Knee pain in children is usually occurs during periods of rapid growth and puberty. One of the most common problems that cause knee pain in children is a condition called Osgood Schlatter disease. This is a common issue amongst children and adolescents. It effects boys aged 13-15 and girls aged 10-12, but mostly effects the boys. This is because these are the ages that the most rapid growth occurs in children.
Osgood Schlatter is caused by excessive traction at the growth plate of the tibial tuberosity (the palpable bony lump underneath your knee and at the top of the tibia) by the patellar tendon. It occurs in association with high levels of activity during a period of rapid bone growth and it is thought that at this point the patellar tendon places even more traction on the tibial tuberosity.
The main symptoms of Osgood Schlatter disease is pain, which can be really debilitating in severe cases, and pain intensity varies depending on the severity of the disease. Excessive exercise and traction at the knee triggers the knee pain, local swelling can also be seen at the knee alongside an increase in size of tibial tuberosity.
Unfortunately, this is a self limiting condition that settles once the tibial tuberosity fuses correctly, which means that you’ll be playing the waiting game as there is no specific treatment to speed up the healing process. However, reduction in activity is thought to reduce pain, so it may be useful to stop one or two of the sports your child plays but there is no need to completely rest.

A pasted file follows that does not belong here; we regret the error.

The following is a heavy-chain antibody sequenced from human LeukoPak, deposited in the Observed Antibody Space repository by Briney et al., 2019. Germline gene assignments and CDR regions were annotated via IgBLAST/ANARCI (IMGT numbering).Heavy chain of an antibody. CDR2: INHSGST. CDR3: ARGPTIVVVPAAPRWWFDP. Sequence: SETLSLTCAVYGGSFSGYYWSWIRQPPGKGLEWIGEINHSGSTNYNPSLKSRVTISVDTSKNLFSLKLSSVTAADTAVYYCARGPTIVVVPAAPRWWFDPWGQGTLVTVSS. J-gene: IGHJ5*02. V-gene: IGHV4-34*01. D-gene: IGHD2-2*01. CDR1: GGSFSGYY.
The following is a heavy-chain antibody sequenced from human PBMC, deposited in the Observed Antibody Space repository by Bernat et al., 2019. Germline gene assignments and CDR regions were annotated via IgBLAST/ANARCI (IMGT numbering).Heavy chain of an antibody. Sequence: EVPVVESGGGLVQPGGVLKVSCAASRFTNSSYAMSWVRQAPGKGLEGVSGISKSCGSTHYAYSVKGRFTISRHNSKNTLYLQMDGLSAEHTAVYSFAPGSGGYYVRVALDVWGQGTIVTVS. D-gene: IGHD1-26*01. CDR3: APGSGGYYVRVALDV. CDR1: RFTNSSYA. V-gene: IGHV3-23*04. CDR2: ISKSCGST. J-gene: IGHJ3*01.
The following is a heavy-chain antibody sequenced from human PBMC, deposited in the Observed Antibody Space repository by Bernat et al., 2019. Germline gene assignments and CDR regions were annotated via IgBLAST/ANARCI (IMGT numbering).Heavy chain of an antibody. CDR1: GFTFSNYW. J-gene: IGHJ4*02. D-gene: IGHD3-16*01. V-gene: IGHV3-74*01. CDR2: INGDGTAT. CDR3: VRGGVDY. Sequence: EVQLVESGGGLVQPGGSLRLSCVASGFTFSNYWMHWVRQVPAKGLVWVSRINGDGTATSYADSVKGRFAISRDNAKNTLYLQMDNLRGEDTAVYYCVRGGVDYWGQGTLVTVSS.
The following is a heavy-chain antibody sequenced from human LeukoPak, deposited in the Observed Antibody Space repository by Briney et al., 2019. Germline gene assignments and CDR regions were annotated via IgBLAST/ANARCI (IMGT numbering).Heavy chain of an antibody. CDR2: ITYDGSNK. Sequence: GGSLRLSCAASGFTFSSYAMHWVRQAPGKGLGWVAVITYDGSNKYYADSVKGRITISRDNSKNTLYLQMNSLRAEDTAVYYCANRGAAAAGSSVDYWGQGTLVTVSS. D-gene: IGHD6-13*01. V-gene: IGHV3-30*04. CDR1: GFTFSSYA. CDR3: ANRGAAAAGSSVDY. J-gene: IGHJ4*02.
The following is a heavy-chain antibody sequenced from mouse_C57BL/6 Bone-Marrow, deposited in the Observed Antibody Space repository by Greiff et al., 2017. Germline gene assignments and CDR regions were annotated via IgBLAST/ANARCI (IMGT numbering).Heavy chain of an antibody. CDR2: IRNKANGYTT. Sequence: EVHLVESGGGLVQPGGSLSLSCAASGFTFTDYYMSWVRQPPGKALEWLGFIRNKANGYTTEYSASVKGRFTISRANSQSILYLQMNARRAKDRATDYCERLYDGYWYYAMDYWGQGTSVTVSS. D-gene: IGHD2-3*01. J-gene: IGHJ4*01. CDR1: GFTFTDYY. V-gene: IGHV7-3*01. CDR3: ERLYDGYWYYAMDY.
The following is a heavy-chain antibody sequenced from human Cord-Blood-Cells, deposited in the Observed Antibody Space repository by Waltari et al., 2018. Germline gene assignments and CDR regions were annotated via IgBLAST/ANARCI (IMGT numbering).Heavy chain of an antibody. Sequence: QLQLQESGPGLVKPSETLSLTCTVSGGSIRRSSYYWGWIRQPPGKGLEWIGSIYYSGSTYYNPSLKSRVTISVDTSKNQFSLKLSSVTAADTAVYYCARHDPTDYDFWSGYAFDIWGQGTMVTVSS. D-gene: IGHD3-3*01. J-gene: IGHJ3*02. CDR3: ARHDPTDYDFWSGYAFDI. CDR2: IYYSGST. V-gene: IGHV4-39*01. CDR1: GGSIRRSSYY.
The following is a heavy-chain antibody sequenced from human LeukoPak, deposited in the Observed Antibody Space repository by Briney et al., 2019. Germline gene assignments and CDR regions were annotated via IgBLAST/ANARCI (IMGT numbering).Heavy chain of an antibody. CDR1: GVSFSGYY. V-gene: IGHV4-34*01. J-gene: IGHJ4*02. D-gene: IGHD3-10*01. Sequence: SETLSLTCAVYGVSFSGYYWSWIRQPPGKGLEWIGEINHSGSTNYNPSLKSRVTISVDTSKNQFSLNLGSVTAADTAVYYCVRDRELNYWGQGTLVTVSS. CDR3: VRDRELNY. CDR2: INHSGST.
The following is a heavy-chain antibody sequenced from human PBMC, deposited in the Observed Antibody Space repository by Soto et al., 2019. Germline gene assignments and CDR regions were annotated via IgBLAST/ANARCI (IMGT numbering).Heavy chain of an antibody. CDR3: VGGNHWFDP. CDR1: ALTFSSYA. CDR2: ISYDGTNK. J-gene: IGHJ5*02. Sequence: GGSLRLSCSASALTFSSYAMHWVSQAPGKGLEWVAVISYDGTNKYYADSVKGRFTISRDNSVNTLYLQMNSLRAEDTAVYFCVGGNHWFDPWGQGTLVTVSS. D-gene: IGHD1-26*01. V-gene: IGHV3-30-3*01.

Pain can actually be used as a useful guide for activity, for example, let your child decide which activities they want to keep doing but once pain starts, stop. Other forms of management can help reduce pain including, application of ice directly to the knee, stretching of the quadriceps, and massage therapy to the quadriceps to reduce the tension through the patellar tendon.
Always remember this is a self limiting condition, it will settle in time, but bare in mind it could take anything up to 2 years to be completely free of symptoms. However, there is no need to stop activity altogether as long as you management the amount of activity performed. By reducing the activity, pain levels can be controlled effectively and your child could have minimal pain over the duration of the condition.
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